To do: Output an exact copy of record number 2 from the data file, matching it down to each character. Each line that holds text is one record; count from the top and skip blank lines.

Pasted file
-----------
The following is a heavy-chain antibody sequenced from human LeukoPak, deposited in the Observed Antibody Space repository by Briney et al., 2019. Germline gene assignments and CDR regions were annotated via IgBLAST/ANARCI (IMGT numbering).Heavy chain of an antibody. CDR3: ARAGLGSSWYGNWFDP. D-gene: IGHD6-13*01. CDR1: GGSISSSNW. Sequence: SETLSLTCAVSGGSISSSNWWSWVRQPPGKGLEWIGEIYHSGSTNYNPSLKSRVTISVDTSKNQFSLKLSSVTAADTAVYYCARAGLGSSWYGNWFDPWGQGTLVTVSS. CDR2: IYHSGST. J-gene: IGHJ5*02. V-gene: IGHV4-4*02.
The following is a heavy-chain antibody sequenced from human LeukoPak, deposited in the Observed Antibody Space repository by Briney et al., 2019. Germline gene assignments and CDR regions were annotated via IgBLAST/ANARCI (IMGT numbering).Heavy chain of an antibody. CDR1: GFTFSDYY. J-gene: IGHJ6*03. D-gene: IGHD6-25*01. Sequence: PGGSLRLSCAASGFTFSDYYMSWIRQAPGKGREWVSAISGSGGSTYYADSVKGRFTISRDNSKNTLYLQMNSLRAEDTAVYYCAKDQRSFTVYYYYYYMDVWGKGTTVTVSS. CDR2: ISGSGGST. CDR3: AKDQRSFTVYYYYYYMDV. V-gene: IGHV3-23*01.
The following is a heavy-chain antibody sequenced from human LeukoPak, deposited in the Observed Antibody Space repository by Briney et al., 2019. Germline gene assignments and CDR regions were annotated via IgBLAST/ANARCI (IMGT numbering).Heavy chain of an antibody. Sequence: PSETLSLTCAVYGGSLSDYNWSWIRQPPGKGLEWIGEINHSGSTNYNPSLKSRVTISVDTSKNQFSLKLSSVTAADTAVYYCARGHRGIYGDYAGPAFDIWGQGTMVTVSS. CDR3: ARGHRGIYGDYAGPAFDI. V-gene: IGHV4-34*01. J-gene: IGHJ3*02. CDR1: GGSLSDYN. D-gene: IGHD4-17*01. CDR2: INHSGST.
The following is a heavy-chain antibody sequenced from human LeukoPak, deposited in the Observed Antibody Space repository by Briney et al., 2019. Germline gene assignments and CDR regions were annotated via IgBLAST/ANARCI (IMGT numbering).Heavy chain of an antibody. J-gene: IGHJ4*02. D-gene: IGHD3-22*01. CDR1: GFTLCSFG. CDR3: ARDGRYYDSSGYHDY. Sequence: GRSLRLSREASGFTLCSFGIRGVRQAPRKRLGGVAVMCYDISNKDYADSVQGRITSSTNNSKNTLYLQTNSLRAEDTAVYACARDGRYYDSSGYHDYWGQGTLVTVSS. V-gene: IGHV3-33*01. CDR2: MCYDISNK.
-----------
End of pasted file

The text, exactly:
The following is a heavy-chain antibody sequenced from human LeukoPak, deposited in the Observed Antibody Space repository by Briney et al., 2019. Germline gene assignments and CDR regions were annotated via IgBLAST/ANARCI (IMGT numbering).Heavy chain of an antibody. CDR1: GFTFSDYY. J-gene: IGHJ6*03. D-gene: IGHD6-25*01. Sequence: PGGSLRLSCAASGFTFSDYYMSWIRQAPGKGREWVSAISGSGGSTYYADSVKGRFTISRDNSKNTLYLQMNSLRAEDTAVYYCAKDQRSFTVYYYYYYMDVWGKGTTVTVSS. CDR2: ISGSGGST. CDR3: AKDQRSFTVYYYYYYMDV. V-gene: IGHV3-23*01.